The relationship between healthcare personnel, patients and their families
The relationship between medical staff and patients’ families is highly valued, and the participants greatly appreciated it when doctors and nurses acknowledged the importance of family members and allowed them to accompany the patients or included them in the provision of care.
We were very lucky with the nurse assigned to us. When my wife visited, the nurse talked to her. She was even allowed to stay while my operation wound was being dressed. We all trusted her. On the day I left the hospital, she came up and answered all my questions (PH5).
Impressions of cultural similarity
Many participants commented on perceived cultural similarities with Andalusian society, regarding the importance of the family and of being accompanied in the hospital.
For Moroccans, the family is always there with the patient for whatever they need, just like you. Spanish people are the same as us Moroccans. (PH4)
The study results show that for patients from the Muslim tradition, the family plays an important role in their lives. They consider it important to be accompanied by the family in hospital, to ensure a more satisfactory recovery. Therefore, it is an additional impediment to recovery if the family is not there, but in the country of origin. The medical staff, too, are in favour of letting the family take part in caring for the patient; they consider this an expression of cultural respect. For the study participants, there are many similarities between the Islamic and Andalusian cultures as regards the bond with the family and the importance of the family being there, too, in the hospital. This outlook is quite natural, as both communities form part of the Mediterranean culture.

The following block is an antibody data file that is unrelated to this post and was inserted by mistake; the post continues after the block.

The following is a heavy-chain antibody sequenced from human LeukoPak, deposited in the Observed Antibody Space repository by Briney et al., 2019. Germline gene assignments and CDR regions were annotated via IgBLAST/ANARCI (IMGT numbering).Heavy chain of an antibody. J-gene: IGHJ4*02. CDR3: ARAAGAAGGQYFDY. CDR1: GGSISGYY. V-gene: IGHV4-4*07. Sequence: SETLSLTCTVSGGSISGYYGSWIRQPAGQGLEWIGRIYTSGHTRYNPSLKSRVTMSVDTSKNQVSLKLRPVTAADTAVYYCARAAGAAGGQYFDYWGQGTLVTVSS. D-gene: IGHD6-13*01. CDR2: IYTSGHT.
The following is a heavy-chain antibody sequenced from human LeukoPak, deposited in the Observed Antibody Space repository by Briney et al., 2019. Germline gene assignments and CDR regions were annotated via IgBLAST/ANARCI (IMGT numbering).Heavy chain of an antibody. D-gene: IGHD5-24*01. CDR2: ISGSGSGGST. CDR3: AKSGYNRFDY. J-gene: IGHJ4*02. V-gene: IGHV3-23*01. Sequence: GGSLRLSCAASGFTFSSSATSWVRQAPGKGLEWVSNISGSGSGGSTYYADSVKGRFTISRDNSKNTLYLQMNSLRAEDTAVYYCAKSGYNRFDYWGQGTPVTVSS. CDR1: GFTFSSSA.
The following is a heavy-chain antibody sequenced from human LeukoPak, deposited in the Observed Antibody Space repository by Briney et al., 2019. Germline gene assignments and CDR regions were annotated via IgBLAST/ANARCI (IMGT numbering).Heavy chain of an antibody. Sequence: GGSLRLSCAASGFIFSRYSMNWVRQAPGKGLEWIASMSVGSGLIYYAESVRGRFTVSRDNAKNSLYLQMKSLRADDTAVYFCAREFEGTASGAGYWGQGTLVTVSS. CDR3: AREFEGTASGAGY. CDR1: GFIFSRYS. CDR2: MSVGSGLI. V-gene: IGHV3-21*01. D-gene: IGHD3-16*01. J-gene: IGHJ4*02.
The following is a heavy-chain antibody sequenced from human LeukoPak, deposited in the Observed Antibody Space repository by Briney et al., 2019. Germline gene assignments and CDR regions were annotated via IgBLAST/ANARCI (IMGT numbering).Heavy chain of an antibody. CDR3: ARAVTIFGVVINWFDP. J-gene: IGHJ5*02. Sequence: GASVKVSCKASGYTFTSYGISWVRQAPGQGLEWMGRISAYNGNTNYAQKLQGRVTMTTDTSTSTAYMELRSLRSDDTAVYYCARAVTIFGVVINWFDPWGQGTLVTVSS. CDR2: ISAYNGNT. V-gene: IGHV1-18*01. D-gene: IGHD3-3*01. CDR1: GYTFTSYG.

However, it should be noted that the role of the family differs greatly from one cultural group to another. Thus, in the Mediterranean and Latin cultures, the family connection is very important, and so their presence in the hospital is almost constant, sometimes too much so, hindering the proper functioning of the service. On the contrary, in Anglo-Saxon and Slav cultures, patients may be totally unaccompanied and/or their families only pay brief visits. Far from criticising these forms of behaviour (so different from our own), we should respect them (Plaza del Pino, 2017, p. 127).
For Muslim patients and their families, guidelines should be set for family visits, to avoid too many relatives being present at the same time. Moreover, it is very important for all medical staff to follow the same criteria when dealing with patients’ families; this will greatly reduce conflicts in this regard.
Healthcare personnel should be aware of the importance of the family for Muslim patients. If hospital authorities respect the family, and if their culture and the roles they play are valued, they can provide excellent support for patient care. Given these conditions, the family will be cooperative, respecting the hospital rules and following the advice given for the patient’s recovery. The family, thus, will become an excellent ally for the hospital during the patient’s stay.
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09 April 2019
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Multicultural education, education, personal health, public health, social discrimination,social inequality
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Plaza del Pino, F. J., & Cala, V. C. (2019). The Family Environment Of Muslim Patients And Its Implications For Health Care. In E. Soriano, C. Sleeter, M. Antonia Casanova, R. M. Zapata, & V. C. Cala (Eds.), The Value of Education and Health for a Global, Transcultural World, vol 60. European Proceedings of Social and Behavioural Sciences (pp. 150-156). Future Academy. https://doi.org/10.15405/epsbs.2019.04.02.19